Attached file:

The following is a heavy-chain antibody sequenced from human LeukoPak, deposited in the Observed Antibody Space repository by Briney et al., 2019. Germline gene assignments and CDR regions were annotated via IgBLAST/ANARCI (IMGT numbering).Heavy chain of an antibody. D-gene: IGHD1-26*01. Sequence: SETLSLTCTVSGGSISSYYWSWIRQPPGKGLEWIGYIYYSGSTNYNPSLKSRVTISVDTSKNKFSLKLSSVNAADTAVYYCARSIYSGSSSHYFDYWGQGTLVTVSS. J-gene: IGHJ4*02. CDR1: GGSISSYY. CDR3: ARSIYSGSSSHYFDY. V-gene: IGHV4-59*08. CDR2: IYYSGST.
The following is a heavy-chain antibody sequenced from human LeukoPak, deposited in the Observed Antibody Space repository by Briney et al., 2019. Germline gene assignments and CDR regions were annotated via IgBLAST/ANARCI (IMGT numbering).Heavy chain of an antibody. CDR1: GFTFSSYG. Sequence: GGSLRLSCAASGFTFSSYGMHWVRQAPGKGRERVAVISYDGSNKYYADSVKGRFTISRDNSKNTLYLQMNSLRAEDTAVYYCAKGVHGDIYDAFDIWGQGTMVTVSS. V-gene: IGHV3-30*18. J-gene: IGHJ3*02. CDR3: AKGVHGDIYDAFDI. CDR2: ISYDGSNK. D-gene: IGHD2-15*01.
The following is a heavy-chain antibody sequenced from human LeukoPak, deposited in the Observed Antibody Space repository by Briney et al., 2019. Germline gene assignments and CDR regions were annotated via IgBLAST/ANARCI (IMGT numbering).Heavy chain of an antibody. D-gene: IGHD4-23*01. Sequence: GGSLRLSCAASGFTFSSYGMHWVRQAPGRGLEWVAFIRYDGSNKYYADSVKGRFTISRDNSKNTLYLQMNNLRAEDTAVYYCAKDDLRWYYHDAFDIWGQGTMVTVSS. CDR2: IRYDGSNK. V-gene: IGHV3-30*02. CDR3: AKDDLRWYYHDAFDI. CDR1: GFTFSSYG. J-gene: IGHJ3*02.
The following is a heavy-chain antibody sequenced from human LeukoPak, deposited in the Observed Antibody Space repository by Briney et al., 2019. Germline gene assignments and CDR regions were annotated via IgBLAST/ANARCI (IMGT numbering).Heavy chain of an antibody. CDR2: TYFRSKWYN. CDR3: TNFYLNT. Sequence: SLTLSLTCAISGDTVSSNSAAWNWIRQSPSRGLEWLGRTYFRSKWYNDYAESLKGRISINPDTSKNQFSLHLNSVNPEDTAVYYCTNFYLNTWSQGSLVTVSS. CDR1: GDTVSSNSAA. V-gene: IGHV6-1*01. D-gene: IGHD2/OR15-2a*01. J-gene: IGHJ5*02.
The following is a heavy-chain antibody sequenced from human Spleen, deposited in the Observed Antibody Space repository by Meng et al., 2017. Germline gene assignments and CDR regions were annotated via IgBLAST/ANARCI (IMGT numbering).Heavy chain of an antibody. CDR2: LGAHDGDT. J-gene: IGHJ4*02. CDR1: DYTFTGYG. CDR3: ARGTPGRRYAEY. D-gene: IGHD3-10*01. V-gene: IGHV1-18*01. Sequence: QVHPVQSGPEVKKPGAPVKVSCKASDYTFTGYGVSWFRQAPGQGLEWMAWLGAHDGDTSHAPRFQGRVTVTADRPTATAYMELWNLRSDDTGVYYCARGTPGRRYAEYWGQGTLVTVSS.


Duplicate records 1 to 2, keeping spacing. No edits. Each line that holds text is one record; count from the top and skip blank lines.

The following is a heavy-chain antibody sequenced from human LeukoPak, deposited in the Observed Antibody Space repository by Briney et al., 2019. Germline gene assignments and CDR regions were annotated via IgBLAST/ANARCI (IMGT numbering).Heavy chain of an antibody. D-gene: IGHD1-26*01. Sequence: SETLSLTCTVSGGSISSYYWSWIRQPPGKGLEWIGYIYYSGSTNYNPSLKSRVTISVDTSKNKFSLKLSSVNAADTAVYYCARSIYSGSSSHYFDYWGQGTLVTVSS. J-gene: IGHJ4*02. CDR1: GGSISSYY. CDR3: ARSIYSGSSSHYFDY. V-gene: IGHV4-59*08. CDR2: IYYSGST.
The following is a heavy-chain antibody sequenced from human LeukoPak, deposited in the Observed Antibody Space repository by Briney et al., 2019. Germline gene assignments and CDR regions were annotated via IgBLAST/ANARCI (IMGT numbering).Heavy chain of an antibody. CDR1: GFTFSSYG. Sequence: GGSLRLSCAASGFTFSSYGMHWVRQAPGKGRERVAVISYDGSNKYYADSVKGRFTISRDNSKNTLYLQMNSLRAEDTAVYYCAKGVHGDIYDAFDIWGQGTMVTVSS. V-gene: IGHV3-30*18. J-gene: IGHJ3*02. CDR3: AKGVHGDIYDAFDI. CDR2: ISYDGSNK. D-gene: IGHD2-15*01.